Counterfeit Detection: Depressions and Tool Marks on 1912 $10s

Posted on 4/16/2012

Depressions and tool marks help to identify counterfeit coins.

There are several commonly seen flaws that aid in identifying counterfeits, including depressions and tool marks. All of these can set off a red flag, but some are easier than others to recognize. Probably the most obvious are tool marks, while the most challenging are depressions.

Depressions are abrasions or marks that were transferred from a genuine example onto a counterfeit die that then struck multiple counterfeits with these same flaws. On genuine pieces they’re called marks; on counterfeits they’re called depressions. While they essentially look the same, a depression is repeated on all counterfeits because it is a part of the die. They can be very difficult to identify unless you are familiar with commonly seen counterfeits in a series.

Tool marks are caused by a counterfeiter trying to remove a depression or other flaw from a fake. Some repeating depressions are instantly identified by numismatists, who alert others to the counterfeits. When the depressions are discovered, the counterfeiter may attempt to disguise them by using a tool to scratch away at the die. This effort usually backfires for the counterfeiter; instead of a depression on the coin, there are now raised tool marks, which are far more prominent.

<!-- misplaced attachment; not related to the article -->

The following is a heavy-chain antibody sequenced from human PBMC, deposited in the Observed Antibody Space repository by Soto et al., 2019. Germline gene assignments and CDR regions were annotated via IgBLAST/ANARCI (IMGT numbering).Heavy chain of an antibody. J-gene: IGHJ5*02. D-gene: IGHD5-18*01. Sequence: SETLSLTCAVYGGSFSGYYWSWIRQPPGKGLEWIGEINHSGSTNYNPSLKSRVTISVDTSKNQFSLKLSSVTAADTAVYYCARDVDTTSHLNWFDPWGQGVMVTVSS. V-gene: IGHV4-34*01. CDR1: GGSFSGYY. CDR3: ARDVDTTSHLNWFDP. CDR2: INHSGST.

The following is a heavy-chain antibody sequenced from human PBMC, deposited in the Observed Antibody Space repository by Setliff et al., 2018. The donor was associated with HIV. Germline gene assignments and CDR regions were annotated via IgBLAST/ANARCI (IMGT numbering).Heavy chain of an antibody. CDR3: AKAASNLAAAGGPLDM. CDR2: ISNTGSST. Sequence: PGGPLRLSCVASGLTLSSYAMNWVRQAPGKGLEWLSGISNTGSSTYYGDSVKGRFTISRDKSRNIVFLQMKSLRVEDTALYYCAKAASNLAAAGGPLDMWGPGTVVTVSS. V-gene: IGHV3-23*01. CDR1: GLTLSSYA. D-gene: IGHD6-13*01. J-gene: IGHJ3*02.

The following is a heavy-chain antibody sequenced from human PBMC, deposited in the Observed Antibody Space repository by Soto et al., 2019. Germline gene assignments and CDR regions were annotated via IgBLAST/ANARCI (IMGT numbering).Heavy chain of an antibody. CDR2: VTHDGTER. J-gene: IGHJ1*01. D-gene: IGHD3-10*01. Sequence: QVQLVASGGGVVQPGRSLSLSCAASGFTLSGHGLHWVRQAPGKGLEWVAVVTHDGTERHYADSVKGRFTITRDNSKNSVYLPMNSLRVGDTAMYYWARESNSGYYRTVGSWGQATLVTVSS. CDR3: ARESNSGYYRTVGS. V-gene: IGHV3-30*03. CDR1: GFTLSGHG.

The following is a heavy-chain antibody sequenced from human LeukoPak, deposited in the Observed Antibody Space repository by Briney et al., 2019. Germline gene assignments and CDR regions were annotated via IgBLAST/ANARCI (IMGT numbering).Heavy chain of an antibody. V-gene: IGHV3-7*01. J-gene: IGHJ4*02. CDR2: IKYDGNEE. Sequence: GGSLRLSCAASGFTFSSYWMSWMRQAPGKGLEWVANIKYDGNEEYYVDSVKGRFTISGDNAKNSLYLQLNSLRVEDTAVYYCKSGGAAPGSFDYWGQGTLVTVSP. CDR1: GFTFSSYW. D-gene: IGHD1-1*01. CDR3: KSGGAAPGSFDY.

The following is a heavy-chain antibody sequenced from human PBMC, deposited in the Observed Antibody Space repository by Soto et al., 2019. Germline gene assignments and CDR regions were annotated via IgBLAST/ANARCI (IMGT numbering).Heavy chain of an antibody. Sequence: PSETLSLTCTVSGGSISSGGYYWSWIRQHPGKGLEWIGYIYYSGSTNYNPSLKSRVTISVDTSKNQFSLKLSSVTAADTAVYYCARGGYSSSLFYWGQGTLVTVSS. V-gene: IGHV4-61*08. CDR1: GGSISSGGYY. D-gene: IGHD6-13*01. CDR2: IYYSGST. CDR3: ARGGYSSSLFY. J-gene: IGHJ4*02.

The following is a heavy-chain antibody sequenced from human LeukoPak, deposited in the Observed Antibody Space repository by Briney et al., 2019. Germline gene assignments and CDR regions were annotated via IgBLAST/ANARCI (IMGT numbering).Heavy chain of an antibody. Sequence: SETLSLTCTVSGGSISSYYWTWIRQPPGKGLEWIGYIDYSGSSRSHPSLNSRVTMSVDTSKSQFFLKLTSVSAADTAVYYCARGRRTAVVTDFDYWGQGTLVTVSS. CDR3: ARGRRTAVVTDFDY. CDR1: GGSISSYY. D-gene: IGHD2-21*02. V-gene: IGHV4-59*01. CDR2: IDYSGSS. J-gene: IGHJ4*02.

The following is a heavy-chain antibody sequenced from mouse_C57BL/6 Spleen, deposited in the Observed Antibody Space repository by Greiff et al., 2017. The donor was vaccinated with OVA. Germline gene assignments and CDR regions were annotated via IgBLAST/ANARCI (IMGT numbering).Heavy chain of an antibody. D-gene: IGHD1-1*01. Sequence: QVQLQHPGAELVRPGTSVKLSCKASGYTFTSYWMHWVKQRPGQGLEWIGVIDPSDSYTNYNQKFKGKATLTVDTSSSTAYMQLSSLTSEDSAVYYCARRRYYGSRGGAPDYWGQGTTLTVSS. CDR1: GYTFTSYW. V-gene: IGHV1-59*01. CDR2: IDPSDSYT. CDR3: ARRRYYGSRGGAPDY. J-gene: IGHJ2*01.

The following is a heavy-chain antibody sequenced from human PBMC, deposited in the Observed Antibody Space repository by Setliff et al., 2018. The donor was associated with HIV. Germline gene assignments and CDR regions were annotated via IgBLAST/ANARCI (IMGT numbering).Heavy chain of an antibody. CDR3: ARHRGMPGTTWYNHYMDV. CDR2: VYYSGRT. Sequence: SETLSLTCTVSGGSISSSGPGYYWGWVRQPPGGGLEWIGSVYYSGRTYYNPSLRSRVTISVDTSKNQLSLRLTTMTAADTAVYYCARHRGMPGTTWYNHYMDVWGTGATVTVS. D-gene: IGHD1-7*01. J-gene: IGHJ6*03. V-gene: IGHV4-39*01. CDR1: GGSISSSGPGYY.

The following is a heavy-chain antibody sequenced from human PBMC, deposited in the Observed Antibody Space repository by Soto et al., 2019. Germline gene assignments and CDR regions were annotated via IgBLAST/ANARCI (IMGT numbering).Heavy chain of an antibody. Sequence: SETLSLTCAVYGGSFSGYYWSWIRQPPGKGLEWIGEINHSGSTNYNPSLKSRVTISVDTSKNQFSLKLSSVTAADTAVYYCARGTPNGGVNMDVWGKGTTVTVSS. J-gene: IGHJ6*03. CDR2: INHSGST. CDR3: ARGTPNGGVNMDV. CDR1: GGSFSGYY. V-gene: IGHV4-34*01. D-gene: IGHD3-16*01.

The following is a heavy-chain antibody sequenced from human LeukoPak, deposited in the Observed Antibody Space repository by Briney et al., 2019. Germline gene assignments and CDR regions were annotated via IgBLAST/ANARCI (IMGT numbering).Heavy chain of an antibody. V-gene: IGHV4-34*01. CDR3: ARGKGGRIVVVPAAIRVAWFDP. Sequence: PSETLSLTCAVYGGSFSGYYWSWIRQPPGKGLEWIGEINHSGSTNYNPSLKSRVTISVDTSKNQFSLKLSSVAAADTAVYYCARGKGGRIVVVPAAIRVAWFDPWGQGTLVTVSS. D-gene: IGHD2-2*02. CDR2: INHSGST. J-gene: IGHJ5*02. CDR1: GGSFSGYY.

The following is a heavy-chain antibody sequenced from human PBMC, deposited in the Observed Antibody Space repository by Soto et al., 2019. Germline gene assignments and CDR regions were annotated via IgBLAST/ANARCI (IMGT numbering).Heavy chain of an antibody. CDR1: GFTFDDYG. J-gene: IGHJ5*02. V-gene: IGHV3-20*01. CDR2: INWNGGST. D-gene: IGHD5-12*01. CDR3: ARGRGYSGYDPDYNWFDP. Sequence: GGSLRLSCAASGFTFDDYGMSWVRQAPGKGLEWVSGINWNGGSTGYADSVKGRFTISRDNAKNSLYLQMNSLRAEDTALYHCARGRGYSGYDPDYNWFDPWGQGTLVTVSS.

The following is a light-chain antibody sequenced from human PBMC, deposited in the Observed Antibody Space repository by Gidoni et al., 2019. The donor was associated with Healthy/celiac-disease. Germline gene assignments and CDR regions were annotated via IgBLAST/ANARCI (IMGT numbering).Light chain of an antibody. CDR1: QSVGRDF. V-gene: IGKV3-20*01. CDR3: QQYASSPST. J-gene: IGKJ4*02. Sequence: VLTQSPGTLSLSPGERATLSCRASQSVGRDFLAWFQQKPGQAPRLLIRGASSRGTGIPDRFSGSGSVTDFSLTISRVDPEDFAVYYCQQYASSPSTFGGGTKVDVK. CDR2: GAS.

1912 $10
Click images to enlarge.

Depressions and tool marks on United States gold coins have been extensively studied and are fairly well documented. One example is the 1912 $10 – a depression to the left of the eagle’s shoulder is seen on some fakes, while other counterfeits of this date have tooling above the R in DOLLARS. In fact, these same reverses are used to strike other fake Philadelphia Mint eagles. Knowing these two diagnostics can help you easily catch many of the counterfeit P-mint eagles on the market.

Tooling (right); Depression (left)
Click images to enlarge.

Be sure to check out NGC’s Counterfeit Detection column published monthly in the American Numismatic Association’s The Numismatist.

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